I didn’t want to mention it before because I was feeling superstitious (yes, yes, I get the irony) – but I am now happy to announce the safe arrival of my son last week.
Now, the perceptive amongst you will recognise that this post is just a poorly-disguised excuse for a proud new mum to show off a picture of her offspring (see right).
However, in an attempt to shoe-horn my news into the theme of my blog, I hereby present five things that pregnancy and childbirth have taught me about evidence-informed decision making:
1. Pregnancy is open-season for pseudo-science. I have been amazed at how otherwise sensible sources of information seem to be completely happy to promote dodgy quackery when talking about pregnancy. It is difficult to find a book or article about pregnancy problems which doesn’t eventually advocate trying homeopathy, reiki or some other daft treatment plan, while the pronouncements about what you can and cannot do while pregnant are often arbitrary and non-fact based. This article in the Guardian on this topic is great.
2. The best pseudo-scientific ‘fact’ I heard was the idea that foot massage could be dangerous during pregnancy since there is apparently an accupressure point on your foot that can induce early labour – which made me imagine a horde of reflexologists-gone-bad moonlighting as backstreet, alternative therapy abortionists.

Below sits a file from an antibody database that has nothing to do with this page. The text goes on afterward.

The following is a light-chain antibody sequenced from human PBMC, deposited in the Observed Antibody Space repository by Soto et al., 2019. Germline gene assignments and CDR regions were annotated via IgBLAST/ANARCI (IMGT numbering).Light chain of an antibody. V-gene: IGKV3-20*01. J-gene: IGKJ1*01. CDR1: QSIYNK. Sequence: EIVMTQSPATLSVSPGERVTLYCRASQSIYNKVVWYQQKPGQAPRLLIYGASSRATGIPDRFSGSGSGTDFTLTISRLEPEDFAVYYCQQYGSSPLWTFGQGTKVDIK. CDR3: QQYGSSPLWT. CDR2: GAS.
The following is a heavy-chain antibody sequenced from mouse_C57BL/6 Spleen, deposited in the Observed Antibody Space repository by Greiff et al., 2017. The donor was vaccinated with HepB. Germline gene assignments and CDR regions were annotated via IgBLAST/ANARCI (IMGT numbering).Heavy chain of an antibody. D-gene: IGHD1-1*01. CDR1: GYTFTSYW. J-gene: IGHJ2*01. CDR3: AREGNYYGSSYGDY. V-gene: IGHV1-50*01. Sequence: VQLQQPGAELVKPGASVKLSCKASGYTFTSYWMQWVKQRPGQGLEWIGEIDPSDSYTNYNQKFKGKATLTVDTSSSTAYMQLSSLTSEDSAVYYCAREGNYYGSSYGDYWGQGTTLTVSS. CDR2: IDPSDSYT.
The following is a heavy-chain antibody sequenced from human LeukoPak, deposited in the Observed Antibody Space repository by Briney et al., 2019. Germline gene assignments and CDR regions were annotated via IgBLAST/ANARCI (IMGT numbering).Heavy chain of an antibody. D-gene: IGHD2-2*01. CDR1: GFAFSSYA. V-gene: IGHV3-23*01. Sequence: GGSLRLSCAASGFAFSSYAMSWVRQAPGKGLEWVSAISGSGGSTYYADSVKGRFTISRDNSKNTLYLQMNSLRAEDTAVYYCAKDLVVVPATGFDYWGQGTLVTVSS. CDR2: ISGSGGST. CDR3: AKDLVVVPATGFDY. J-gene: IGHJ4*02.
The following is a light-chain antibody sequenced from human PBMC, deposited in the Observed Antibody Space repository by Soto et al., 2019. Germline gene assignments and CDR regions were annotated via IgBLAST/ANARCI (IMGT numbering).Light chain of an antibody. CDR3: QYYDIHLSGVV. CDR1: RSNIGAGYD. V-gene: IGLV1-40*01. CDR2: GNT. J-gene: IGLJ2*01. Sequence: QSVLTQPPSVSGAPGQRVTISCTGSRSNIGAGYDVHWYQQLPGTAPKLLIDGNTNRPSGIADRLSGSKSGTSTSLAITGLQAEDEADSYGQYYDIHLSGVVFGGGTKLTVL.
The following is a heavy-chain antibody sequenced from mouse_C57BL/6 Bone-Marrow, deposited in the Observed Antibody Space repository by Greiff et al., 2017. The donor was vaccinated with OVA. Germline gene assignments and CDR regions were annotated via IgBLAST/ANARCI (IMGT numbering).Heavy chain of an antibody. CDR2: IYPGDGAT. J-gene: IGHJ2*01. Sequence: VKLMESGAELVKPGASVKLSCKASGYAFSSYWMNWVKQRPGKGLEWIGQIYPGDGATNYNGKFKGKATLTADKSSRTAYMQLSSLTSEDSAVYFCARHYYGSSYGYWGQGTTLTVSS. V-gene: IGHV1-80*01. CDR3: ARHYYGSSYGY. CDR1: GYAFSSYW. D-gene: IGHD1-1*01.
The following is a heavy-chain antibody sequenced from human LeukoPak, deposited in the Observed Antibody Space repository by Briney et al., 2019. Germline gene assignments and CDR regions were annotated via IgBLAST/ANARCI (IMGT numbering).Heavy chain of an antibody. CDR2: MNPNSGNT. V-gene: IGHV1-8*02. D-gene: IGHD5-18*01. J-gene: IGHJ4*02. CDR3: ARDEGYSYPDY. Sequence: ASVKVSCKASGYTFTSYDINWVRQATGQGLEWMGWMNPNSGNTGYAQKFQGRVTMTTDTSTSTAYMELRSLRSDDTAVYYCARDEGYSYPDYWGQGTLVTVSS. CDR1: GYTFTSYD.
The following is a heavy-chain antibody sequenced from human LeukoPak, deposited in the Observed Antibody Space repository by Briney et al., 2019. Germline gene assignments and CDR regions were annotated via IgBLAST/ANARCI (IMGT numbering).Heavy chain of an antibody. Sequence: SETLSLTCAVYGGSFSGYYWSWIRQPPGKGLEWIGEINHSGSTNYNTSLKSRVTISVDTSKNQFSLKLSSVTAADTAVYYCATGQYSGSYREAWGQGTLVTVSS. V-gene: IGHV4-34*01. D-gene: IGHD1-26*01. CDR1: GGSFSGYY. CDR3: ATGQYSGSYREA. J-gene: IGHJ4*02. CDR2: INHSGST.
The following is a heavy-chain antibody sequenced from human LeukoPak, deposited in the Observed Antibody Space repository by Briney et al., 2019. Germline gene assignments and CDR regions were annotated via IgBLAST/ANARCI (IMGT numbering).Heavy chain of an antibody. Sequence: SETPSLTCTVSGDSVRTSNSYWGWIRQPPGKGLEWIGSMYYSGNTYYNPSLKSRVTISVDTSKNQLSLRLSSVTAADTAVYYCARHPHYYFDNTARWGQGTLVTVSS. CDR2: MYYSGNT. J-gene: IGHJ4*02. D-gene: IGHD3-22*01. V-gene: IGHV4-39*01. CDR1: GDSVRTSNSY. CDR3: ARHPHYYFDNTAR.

3. The ubiquity of bad science in pregnancy-related advice is particularly disappointing considering the rich history of good research on pregnancy and childbirth. In fact, the Cochrane Collaboration was originally started in the 1980s in order to produce objective reviews of research in perinatal medicine.
4. Just as in policy making, lived experience can trump statistics. This is demonstrated by the number of mums who will assume that your experience will be the same as theirs despite the massive variation in ‘normal’ pregnancy and childbirth.
5. Those of you who work in the field of evidence-informed policy making may think you know a lot about the competing influences of evidence, beliefs, politics, prejudice, vested interests and so on in decision making. But you have not seen anything until you have spent some time browsing a mums’ online discussion forum…
The only thing that remains for me to say is that my blog posts might be a bit infrequent over the coming months – please bear with me as I might be a bit preoccupied. And, what’s that I hear you say? You would like to see another photo? Oh OK then, here you go!